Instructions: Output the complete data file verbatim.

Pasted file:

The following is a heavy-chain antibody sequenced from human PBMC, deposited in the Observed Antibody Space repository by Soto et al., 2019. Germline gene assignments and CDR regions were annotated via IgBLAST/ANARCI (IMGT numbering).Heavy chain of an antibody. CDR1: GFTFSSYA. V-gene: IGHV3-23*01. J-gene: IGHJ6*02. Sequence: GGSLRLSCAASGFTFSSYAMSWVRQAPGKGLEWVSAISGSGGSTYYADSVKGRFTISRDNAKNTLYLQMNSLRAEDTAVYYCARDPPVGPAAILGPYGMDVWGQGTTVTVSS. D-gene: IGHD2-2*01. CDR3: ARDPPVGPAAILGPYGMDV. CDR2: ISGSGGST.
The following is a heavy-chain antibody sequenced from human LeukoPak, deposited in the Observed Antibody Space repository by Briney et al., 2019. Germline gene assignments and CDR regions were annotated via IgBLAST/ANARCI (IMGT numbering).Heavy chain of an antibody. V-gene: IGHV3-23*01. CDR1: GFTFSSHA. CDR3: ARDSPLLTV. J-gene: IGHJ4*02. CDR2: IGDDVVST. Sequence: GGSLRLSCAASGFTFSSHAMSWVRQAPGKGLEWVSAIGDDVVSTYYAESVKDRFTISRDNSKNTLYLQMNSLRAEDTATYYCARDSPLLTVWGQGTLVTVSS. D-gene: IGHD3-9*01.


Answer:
The following is a heavy-chain antibody sequenced from human PBMC, deposited in the Observed Antibody Space repository by Soto et al., 2019. Germline gene assignments and CDR regions were annotated via IgBLAST/ANARCI (IMGT numbering).Heavy chain of an antibody. CDR1: GFTFSSYA. V-gene: IGHV3-23*01. J-gene: IGHJ6*02. Sequence: GGSLRLSCAASGFTFSSYAMSWVRQAPGKGLEWVSAISGSGGSTYYADSVKGRFTISRDNAKNTLYLQMNSLRAEDTAVYYCARDPPVGPAAILGPYGMDVWGQGTTVTVSS. D-gene: IGHD2-2*01. CDR3: ARDPPVGPAAILGPYGMDV. CDR2: ISGSGGST.
The following is a heavy-chain antibody sequenced from human LeukoPak, deposited in the Observed Antibody Space repository by Briney et al., 2019. Germline gene assignments and CDR regions were annotated via IgBLAST/ANARCI (IMGT numbering).Heavy chain of an antibody. V-gene: IGHV3-23*01. CDR1: GFTFSSHA. CDR3: ARDSPLLTV. J-gene: IGHJ4*02. CDR2: IGDDVVST. Sequence: GGSLRLSCAASGFTFSSHAMSWVRQAPGKGLEWVSAIGDDVVSTYYAESVKDRFTISRDNSKNTLYLQMNSLRAEDTATYYCARDSPLLTVWGQGTLVTVSS. D-gene: IGHD3-9*01.